Since I know a bunch of folks play tabletop #rpgs and either have kids or have family that have kids, I thought I'd share some investigation that I've done into kids and RPGs.
Now that I'm married, I have nieces and a nephew, and I want to share gaming with them. One of my nieces and nephew are coming to visit, so I thought I'd investigate RPGs for us to play together.
The rub is that they're at an awkward age (9/10), in between child and teenager, and they aren't fluent English speakers, nor am I fluent in their native language. A challenge for sure!
I looked at "No Thank You Evil", "Hero Kids", and "Tiny Dungeon", as well as my knowledge of game systems, ranging from D&D (2ndR-5), Pathfinder, MSH, Gurps, Call of Cthulu, Savage Worlds, Dragonborn, Phase 4, Freeform Universal, and others I'm sure I'm forgetting at the moment.
No Thank You Evil is great, but the built in material ages out at around age 10/11, making it a good candidate, but less than optimal.
Tiny Dungeon looks super fun, like a more organized version of Freeform Universal, and I'd love to run it at some point, but the freeform nature might actually get in the way with the language issue, especially for their first RPG. I actually hope we can play this in the future.
While I'm not always a huge fan of buying supplements, in this case they will help smooth out what I think might be a significant language barrier and help the kids enjoy the fun and spirit of the game.
So Hero Kids is our winner!!
@emacsen We played #HeroKids (there’s a German version!) and the kids liked it instantly (my daughter actually started creating and running her own adventures). But it is very dungeon-crawly. It feels pretty bare-bones and it has little outside fighting. On the upside, it’s always clear to the kids what they can do, and that is a big strength.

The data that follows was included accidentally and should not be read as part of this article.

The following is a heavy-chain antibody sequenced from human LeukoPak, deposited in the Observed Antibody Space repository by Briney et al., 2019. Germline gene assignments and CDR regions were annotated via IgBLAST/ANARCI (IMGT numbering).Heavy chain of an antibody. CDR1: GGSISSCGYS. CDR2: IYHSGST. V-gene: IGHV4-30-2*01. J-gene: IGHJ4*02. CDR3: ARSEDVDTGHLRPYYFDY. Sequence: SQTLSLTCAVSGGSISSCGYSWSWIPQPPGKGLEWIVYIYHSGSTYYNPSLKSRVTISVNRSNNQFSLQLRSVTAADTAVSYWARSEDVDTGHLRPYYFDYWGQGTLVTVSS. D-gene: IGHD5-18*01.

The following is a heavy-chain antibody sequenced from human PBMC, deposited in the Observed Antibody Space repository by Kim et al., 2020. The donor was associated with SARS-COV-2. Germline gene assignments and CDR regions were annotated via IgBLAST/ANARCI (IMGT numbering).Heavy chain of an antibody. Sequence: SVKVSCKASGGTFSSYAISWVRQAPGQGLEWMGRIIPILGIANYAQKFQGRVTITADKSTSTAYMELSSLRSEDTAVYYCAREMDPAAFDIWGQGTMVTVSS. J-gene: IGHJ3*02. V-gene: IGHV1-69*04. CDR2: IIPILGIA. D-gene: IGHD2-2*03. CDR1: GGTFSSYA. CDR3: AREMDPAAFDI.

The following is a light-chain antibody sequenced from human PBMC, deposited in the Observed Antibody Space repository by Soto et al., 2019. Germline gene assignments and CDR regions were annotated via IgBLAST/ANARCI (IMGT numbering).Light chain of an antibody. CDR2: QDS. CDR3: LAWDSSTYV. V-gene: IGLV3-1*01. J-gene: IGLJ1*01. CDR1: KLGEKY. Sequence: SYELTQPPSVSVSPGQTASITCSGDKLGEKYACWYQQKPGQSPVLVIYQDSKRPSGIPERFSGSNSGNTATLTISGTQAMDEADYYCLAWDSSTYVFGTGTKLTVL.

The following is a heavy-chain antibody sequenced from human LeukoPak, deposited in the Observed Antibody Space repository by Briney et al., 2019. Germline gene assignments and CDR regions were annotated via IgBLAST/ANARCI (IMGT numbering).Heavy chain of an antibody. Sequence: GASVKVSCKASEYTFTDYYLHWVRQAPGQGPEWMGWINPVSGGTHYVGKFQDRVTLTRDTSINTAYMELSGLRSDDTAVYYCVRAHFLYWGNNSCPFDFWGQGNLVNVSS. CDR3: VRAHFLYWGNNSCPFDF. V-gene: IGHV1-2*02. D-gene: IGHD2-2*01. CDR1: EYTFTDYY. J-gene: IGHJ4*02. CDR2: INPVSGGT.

Having adventures with maps at hand helps a lot for this play style.
Thanks for the info!
We'd considered No Thanks Evil for the other niece (who does speak fluent English) but I think the adventures are too child-like.
I'd be happy to run a more thoughtful adventure, but I think the English is going to be a pretty big impediment.
That, and we don't know these kids very well, and I worry about their attention spans.
There are some problems where it’s actually good when I prevent them (mainly when they are “I can do everything in every way”), but in other cases I see the world and think “no, that can’t work” — just to realize later that it would have been better to just say yes.
I think this is at the core of what makes a game distinct from collaborative storytelling.
"I slay all the monsters" is easy to say, or inventing duex ex-machina, as is common with kids "You shoot me but I have bulletproof armor."
Constraints are useful in providing structure.
I have a similar push/pull in my superhero game, where powers and skills are laid out, but they need limitations that some players are always trying to break.
As an example...
One of my players has shadow movement- she can move through shadows.
Another player (not her!) spent timr trying to convince me that she should be able to travel far past the area she was in because when an NPC walking, his shoes cast a shadow, and she would be able to travel from shadow to shadow.
This was clever, but in my opinion moved the ruleset from "comics" to "toon", and I disallowed it (especially at the level of her power, which was the minimum level).
@emacsen We had that, too … (even with movement through shadows, but in a fantasy-world). I think “minimum level” is an important thing to use there: “yes, you can do that — when you reach level X”. That brings “I want to progress” into the game loop, but it also takes some attention away from the game world. But I think the game loop is important, too. @zwergi
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